Certitude and Change

Images of this 1956 Pictorial Wildlife and Game Map of the United States have been kicking around the Internet for a while now. It caught my eye when I first saw it, but I’ve been pondering just why I find it so intriguing.

Pictorial Wildlife & Game Map of the United States (1956)
Click to enlarge.
Source: Shorewood Press

Sure, it’s picturesque and pretty. It harks back to a cheery era of view of land and environment that pre-dated the current changes in biodiversity. Or rather, it pre-dated the deepening knowledge and understanding of what those changes mean.

Recent biodiversity studies are showing that while the quantitative amount of species might be fairly constant in a given region, the composition and quality of those numbers are undergoing rapid alteration. More species of algae and invertebrates, for example, and fewer of birds and mammals and corals.

The 1956 map doesn’t just show a wide variety of iconic mammals and birds, it shows them in an array of overwhelming plenty. And I think this starts to get at what I find so interesting. Small or large, mighty or modest, posed as if poised for action, the entire map is packed with more animals than any one person could ever track or hunt or witness. Except that, really, it isn’t.

Fifteen animals listed as ‘big game’, most of them bears. Another fifteen animals as ‘small game’, with several squirrel and rabbit types, followed by fifteen ‘animal predators’, mostly foxes and skunks. Then a scattering of small mammals and lots of birds.

And yet, it looks like an overabundance, a certainty that bounty always has and always will exist.

And maybe at some point, it was.

This older map doesn’t concern itself with the mammals that might be found almost anywhere, at least in a related species.

Map of the Animal Kingdom, circa 1835.
Source: American Folk Art Museum via streetsofsalem

No squirrels or pigeons here, just the big guys. Jaguars and camels, black bears and bison, the iconic creatures that might nourish us, serve us, carry us, or eat us.

Again, though, there’s the static certitude that if one were to visit a region, one would find the animals as shown.

And then there’s this new map that shows both our changing attitudes towards animals as well as towards mapping.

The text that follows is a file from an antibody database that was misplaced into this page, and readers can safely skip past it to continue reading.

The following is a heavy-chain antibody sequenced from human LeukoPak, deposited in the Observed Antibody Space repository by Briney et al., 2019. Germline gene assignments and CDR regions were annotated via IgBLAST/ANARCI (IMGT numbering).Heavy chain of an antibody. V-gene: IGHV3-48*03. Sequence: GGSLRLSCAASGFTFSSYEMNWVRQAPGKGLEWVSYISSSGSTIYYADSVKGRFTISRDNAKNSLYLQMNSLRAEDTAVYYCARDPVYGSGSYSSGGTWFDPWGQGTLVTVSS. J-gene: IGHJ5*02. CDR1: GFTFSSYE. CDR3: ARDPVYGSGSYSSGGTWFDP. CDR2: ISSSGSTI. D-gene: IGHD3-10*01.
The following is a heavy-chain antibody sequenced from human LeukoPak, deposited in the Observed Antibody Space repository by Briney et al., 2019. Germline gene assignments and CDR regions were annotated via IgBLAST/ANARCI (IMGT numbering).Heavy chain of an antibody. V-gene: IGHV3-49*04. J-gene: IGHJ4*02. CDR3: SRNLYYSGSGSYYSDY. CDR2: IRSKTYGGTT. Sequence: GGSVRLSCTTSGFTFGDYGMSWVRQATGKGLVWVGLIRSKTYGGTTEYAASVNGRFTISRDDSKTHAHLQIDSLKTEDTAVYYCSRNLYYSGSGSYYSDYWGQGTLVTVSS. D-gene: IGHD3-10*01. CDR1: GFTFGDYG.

California Roadkill Observation System. The map can be configured to search for a number of different species, and for specific time frames. This version is a screenshot of the past 90 days.
Visitors can add their own observations to the database.
Source: California Roadkill Observation System

The California Roadkill Observation System is an interactive cartography project that dates back to 2009, and it charts ongoing instances of roadkill in California. Anyone can take a photo of an animal killed on California’s roads, and upload it for inclusion.

This grim diary serves several purposes. One is to show what kinds of animals are present in a given region, and to a certain extent, how abundant they are, i.e. the health of the population. For instance, the project has documented a general decline in wildlife roadkill over the course of the California drought.

UC Davis professor Fraser Shilling, who operates the database, calls it a ‘continuous wildlife sampling device.’ It can offer information on invasive species, such as the westward movement of the Eastern grey squirrel, at least where their presence intersects with motorized human mobility.

It’s not as visually arresting as the 1956 map, but it does something that older maps can’t: Show the movement and abundance of life on the ground. It carries no inherent optimism or promises, just the acknowledgement of change on the ground, and an invitation to awareness.

Originally published at champagnewhisky.com.

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